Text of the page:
You just Need a Good File server and Proxy server, to put restrictions between students and staff.

Scenarios to go for a Subnet,
1. If you have 2 many broadcast packets, computers are increasing like upto 300
2. If you want to put restrictions from one network to other network(you also need to consider the rules for that i.e waht you want to allow and what you want to block)

If you still going for the subnet
Your above diagram is fine, However you may have to use a crossover cable when connecting switch to switch.

Also did you consider the Internet sharing Part????
Routing between the subnets, default gateways???

You wont achieve much if you dont use the Firewall policies between the subnets

regards
naren


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rcockerAuthor Commented:
I am aware that I don't have to have a subnet, but I am choosing to subnet for two reasons:

1.  I have a W2K Domain and have setup relevant security to block access of students to staff files etc.  But would feel safer if students could not even see other computers on network.  

I currently have all students and staff accessing the same file server and use NTFS permissions to protect Staff data.  In the new setup I would consider having one file server for staff and one file server for students that would sit in the respective subnets.  All authenticating to one domain controller in the central subnet.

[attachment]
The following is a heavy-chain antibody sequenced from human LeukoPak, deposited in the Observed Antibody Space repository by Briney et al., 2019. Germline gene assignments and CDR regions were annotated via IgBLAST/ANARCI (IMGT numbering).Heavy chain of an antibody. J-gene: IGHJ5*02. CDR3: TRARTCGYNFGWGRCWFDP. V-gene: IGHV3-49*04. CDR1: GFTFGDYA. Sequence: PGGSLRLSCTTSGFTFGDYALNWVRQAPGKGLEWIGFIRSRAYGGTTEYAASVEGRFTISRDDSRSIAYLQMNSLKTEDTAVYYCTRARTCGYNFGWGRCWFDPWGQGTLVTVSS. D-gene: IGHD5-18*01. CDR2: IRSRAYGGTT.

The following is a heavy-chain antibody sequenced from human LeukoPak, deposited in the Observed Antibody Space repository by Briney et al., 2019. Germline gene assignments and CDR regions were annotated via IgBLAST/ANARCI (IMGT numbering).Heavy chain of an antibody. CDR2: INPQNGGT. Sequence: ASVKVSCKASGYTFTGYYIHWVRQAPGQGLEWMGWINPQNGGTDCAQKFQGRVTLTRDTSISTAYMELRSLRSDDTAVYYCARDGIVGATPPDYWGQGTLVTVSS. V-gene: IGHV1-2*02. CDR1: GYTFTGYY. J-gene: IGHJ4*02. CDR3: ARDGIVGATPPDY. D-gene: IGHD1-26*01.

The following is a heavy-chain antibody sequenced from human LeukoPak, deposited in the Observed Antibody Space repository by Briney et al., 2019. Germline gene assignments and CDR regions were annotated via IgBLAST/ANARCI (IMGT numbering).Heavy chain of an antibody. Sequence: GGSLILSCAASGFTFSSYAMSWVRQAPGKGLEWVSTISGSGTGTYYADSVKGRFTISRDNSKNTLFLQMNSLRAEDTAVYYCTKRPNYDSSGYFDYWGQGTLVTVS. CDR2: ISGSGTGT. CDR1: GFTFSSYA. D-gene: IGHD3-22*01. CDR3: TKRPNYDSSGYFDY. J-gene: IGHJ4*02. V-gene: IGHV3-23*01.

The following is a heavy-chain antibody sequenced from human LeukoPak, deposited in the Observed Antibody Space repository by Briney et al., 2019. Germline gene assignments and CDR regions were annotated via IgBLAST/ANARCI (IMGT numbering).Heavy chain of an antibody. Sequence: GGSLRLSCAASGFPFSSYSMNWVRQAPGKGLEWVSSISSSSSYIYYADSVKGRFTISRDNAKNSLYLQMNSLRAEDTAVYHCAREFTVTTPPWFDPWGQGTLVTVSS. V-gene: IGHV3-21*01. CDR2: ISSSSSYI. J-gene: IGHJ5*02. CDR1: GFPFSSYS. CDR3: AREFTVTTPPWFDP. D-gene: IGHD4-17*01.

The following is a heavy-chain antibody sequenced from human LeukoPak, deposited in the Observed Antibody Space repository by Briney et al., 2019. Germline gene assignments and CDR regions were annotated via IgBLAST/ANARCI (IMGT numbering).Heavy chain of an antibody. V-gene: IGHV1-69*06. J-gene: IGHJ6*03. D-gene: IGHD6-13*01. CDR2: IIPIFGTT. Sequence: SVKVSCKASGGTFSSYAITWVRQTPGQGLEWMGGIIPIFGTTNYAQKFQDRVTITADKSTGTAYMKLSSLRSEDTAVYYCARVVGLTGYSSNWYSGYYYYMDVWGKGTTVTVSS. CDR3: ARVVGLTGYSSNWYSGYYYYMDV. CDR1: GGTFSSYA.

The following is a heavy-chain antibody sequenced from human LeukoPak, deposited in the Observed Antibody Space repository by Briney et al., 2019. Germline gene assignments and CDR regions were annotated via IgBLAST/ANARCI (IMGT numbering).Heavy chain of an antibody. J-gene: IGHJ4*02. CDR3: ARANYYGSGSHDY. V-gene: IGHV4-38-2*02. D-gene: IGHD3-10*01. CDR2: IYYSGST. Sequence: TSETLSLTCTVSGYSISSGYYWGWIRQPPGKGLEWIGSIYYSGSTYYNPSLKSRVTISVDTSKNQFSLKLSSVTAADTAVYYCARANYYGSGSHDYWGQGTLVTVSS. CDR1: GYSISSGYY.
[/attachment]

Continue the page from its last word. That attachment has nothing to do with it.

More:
I guess I see the seperate networks as an extra level of seperation in case a permission has not been set correctly or a security issue exists that I am not aware of.  Just trying to be ultra cautious really.

2.  Part of my motivation here is a bit of personal development and increasing my understanding of networks and subnetting so when I do need to do it, I have a good understanding of how to set it up.

Not sure what you meant by Internet sharing part and routing between subnets and default gateways.

My current setup is everyone on a 192.168.0.0 network.  192.168.0.1 is the ADSL modem and all computers have this as their default gateway.  I had planned that in the new subnets each computer would have the default gateway as the (managed switch, if this has and IP address that I not sure of) or that each computer would still have the default gateway of 192.168.0.1 and that the managed switch for route all requests for Internet Access or Domain Authentication  to the subnet that contains the ADSL Modem and Domain Controller.

I imagined that firewall functions were  provided by the managed switch ( I sought of thought that was one of its main functions). ie controlling what can come in and out of each network

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rcockerAuthor Commented:
Also on the issue of routing between subnets.  My original intention was not to buy a managed switch but just some routers, but I was told that I could not accomplish what I wanted with routers, that I needed a managed switch.
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rcockerAuthor Commented:
Thanks, your assistance has been very helpful
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r_naren22atyahooCommented:
you are welcome